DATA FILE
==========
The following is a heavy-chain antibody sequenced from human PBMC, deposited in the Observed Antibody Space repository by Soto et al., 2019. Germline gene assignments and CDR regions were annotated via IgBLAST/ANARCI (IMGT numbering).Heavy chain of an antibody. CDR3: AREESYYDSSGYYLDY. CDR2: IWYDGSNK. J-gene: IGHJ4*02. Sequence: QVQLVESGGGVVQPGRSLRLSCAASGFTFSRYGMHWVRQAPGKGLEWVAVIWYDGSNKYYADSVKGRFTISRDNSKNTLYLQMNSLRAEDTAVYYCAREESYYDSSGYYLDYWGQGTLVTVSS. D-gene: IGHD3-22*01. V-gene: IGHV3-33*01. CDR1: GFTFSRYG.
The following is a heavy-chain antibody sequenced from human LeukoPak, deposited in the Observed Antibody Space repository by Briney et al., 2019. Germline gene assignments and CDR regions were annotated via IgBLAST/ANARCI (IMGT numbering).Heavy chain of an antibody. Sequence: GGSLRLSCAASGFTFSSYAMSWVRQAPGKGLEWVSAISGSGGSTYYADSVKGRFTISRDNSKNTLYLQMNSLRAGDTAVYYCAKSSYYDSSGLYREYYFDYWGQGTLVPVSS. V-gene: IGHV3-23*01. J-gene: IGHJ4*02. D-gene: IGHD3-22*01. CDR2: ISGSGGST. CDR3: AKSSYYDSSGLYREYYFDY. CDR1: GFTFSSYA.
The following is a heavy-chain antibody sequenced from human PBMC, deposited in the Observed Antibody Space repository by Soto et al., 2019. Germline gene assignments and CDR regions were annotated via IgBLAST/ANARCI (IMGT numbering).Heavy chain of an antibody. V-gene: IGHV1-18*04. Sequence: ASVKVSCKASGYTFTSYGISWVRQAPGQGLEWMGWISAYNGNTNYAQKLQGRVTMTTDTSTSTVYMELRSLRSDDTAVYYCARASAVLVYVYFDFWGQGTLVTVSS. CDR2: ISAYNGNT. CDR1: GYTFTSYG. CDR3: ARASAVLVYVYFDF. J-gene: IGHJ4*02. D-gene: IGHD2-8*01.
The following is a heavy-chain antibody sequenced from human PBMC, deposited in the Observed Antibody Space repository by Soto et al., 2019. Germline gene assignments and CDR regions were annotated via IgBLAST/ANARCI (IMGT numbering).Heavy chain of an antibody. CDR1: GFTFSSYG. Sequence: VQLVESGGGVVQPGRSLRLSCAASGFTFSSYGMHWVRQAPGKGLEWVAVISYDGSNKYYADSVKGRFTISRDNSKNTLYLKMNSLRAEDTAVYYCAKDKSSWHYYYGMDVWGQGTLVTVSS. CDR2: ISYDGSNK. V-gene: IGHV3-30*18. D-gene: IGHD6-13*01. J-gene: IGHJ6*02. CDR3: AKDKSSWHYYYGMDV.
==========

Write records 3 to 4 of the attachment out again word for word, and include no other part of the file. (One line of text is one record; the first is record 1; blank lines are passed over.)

The following is a heavy-chain antibody sequenced from human PBMC, deposited in the Observed Antibody Space repository by Soto et al., 2019. Germline gene assignments and CDR regions were annotated via IgBLAST/ANARCI (IMGT numbering).Heavy chain of an antibody. V-gene: IGHV1-18*04. Sequence: ASVKVSCKASGYTFTSYGISWVRQAPGQGLEWMGWISAYNGNTNYAQKLQGRVTMTTDTSTSTVYMELRSLRSDDTAVYYCARASAVLVYVYFDFWGQGTLVTVSS. CDR2: ISAYNGNT. CDR1: GYTFTSYG. CDR3: ARASAVLVYVYFDF. J-gene: IGHJ4*02. D-gene: IGHD2-8*01.
The following is a heavy-chain antibody sequenced from human PBMC, deposited in the Observed Antibody Space repository by Soto et al., 2019. Germline gene assignments and CDR regions were annotated via IgBLAST/ANARCI (IMGT numbering).Heavy chain of an antibody. CDR1: GFTFSSYG. Sequence: VQLVESGGGVVQPGRSLRLSCAASGFTFSSYGMHWVRQAPGKGLEWVAVISYDGSNKYYADSVKGRFTISRDNSKNTLYLKMNSLRAEDTAVYYCAKDKSSWHYYYGMDVWGQGTLVTVSS. CDR2: ISYDGSNK. V-gene: IGHV3-30*18. D-gene: IGHD6-13*01. J-gene: IGHJ6*02. CDR3: AKDKSSWHYYYGMDV.